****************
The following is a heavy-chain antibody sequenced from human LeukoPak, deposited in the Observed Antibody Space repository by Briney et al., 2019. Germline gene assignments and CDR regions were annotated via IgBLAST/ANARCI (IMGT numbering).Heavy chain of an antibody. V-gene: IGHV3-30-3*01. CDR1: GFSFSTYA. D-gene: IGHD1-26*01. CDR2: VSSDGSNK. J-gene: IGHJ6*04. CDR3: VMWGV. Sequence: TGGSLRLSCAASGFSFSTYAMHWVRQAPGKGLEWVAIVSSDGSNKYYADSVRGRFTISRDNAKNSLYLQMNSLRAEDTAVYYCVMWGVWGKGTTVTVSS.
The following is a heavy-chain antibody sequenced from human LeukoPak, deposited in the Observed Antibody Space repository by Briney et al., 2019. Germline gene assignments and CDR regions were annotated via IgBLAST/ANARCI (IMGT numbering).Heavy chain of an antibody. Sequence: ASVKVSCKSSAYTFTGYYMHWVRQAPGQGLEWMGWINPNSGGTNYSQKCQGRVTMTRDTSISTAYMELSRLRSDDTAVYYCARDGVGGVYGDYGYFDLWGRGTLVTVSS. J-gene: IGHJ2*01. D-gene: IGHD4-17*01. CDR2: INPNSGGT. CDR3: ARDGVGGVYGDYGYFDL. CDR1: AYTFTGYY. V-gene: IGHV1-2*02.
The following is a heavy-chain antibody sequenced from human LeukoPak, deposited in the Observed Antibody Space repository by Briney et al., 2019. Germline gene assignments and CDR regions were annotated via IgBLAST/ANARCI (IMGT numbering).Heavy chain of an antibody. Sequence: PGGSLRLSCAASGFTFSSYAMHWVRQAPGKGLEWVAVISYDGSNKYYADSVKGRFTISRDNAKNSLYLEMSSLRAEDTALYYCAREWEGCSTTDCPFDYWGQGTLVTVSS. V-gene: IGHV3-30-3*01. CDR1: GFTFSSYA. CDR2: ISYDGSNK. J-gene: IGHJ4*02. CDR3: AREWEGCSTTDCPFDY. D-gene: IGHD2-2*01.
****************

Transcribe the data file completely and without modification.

The following is a heavy-chain antibody sequenced from human LeukoPak, deposited in the Observed Antibody Space repository by Briney et al., 2019. Germline gene assignments and CDR regions were annotated via IgBLAST/ANARCI (IMGT numbering).Heavy chain of an antibody. V-gene: IGHV3-30-3*01. CDR1: GFSFSTYA. D-gene: IGHD1-26*01. CDR2: VSSDGSNK. J-gene: IGHJ6*04. CDR3: VMWGV. Sequence: TGGSLRLSCAASGFSFSTYAMHWVRQAPGKGLEWVAIVSSDGSNKYYADSVRGRFTISRDNAKNSLYLQMNSLRAEDTAVYYCVMWGVWGKGTTVTVSS.
The following is a heavy-chain antibody sequenced from human LeukoPak, deposited in the Observed Antibody Space repository by Briney et al., 2019. Germline gene assignments and CDR regions were annotated via IgBLAST/ANARCI (IMGT numbering).Heavy chain of an antibody. Sequence: ASVKVSCKSSAYTFTGYYMHWVRQAPGQGLEWMGWINPNSGGTNYSQKCQGRVTMTRDTSISTAYMELSRLRSDDTAVYYCARDGVGGVYGDYGYFDLWGRGTLVTVSS. J-gene: IGHJ2*01. D-gene: IGHD4-17*01. CDR2: INPNSGGT. CDR3: ARDGVGGVYGDYGYFDL. CDR1: AYTFTGYY. V-gene: IGHV1-2*02.
The following is a heavy-chain antibody sequenced from human LeukoPak, deposited in the Observed Antibody Space repository by Briney et al., 2019. Germline gene assignments and CDR regions were annotated via IgBLAST/ANARCI (IMGT numbering).Heavy chain of an antibody. Sequence: PGGSLRLSCAASGFTFSSYAMHWVRQAPGKGLEWVAVISYDGSNKYYADSVKGRFTISRDNAKNSLYLEMSSLRAEDTALYYCAREWEGCSTTDCPFDYWGQGTLVTVSS. V-gene: IGHV3-30-3*01. CDR1: GFTFSSYA. CDR2: ISYDGSNK. J-gene: IGHJ4*02. CDR3: AREWEGCSTTDCPFDY. D-gene: IGHD2-2*01.